How do you explore what academic programs and degrees a college has to offer?

One Piece at a Time: An on-going series documenting the process and progress of the Rollins College website.

Photo by Scott Cook.

With an end goal of eventually updating the entire Rollins website, my team and I have decided to first focus on the area of academics. This decision is based on our assumption that our primary users — potential Rollins students — are most interested in the areas of study offered at the college and what courses are needed.

The academics section of rollins.edu

Some of our initial questions about this section are:

  • How are these pages currently performing and are site visitors finding what they need?
  • Does the information pertaining to the school’s various degree programs need to be more clear?
  • Can we reorganize the section’s structure to allow users to access Areas of Study more quickly?
Rollins.edu academics and majors & minors sections

Competitive analysis

Research through competitive analysis is a crucial step in any redesign process. Examining various college websites allows my team to investigate how other institutions organize, present and label their academics information. It’s an opportunity to question, how are other institutions allowing users to search for their academic programs?

Are potential students looking for academics or areas of study? Which term makes the most sense for people outside of the industry?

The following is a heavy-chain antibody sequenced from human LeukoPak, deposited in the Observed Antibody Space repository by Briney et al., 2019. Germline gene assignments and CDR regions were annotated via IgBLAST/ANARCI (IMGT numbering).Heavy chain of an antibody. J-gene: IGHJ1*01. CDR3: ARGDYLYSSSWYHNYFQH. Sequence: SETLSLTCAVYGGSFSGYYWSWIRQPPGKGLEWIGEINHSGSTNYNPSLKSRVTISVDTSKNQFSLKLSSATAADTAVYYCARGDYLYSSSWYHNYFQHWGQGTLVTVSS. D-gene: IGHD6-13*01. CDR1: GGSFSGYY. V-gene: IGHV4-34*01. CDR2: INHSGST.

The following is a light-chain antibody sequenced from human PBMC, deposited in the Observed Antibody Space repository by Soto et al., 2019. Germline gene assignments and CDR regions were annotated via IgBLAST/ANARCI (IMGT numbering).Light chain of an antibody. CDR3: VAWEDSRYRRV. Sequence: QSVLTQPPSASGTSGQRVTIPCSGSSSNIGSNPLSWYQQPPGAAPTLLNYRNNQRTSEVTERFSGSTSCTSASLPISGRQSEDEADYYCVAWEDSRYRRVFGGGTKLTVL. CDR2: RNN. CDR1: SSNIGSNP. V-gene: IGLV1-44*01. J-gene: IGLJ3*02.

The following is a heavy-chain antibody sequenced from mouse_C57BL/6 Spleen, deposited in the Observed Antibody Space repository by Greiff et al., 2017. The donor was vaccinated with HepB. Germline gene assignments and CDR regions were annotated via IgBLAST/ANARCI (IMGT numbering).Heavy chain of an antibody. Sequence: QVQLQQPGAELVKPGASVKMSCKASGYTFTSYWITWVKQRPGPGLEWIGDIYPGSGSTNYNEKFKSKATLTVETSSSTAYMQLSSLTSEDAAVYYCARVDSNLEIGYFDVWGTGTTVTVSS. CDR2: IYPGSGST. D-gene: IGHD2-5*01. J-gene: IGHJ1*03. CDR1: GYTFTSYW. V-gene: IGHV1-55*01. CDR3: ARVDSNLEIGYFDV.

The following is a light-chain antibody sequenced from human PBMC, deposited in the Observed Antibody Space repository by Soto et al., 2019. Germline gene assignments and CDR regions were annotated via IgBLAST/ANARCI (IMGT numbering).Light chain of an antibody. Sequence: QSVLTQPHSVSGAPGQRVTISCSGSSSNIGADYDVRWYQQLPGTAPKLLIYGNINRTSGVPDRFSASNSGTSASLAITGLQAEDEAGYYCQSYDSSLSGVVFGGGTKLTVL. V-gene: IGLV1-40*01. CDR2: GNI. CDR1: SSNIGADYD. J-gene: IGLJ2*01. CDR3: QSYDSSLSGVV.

A few commonalities emerged as we surveyed several sites.

Using search and filtering

Some sites (screenshots below) combine the ability to search along with a list of available majors, or the ability to filter down the entries for quick viewing. One benefit we can assert from this is it puts more control with the audience letting them dictate what they’d like to view.

Using lists

The pages below present the information as a broad list of all programs available at the college. The argument could be made that the benefit of this is that it allows you to see all of the options on one screen, especially if you aren’t sure what is offered or what you might be searching for.

Maybe the best solution is a combination of both searching and filtering as well as lists?

Terminology

Based on the sites we examined, there does not appear to be a set standard for labeling this content specific to higher education. We found the terminology used most often for the main section header is Academics, which is then that is broken down into sub-sections labeled either Areas of Study or Majors/Minors. It will be beneficial for us to determine which of these terms resonates more with our users, so our site can be as effective and clear as possible.

Next steps

In light of this competitive analysis research, we’ll devise a scenario and conduct usability testing on our Rollins site as well as a few other colleges. We need to determine how people are searching for academic content, and the best way to provide it. You can see based on the examples above that college sites are quite diverse on how they group and filter this information.

  • Do you know of any other schools that are doing this well, or have structured it in a different way?
  • If the internet was a thing, what colleges did you investigate when you were prepping to go to college and how did you look for what programs, areas of study or academics were available?
  • Did you easily find what you were looking for?

Please comment below if you’d like to share any insight or answers to these questions above. Thank you for reading!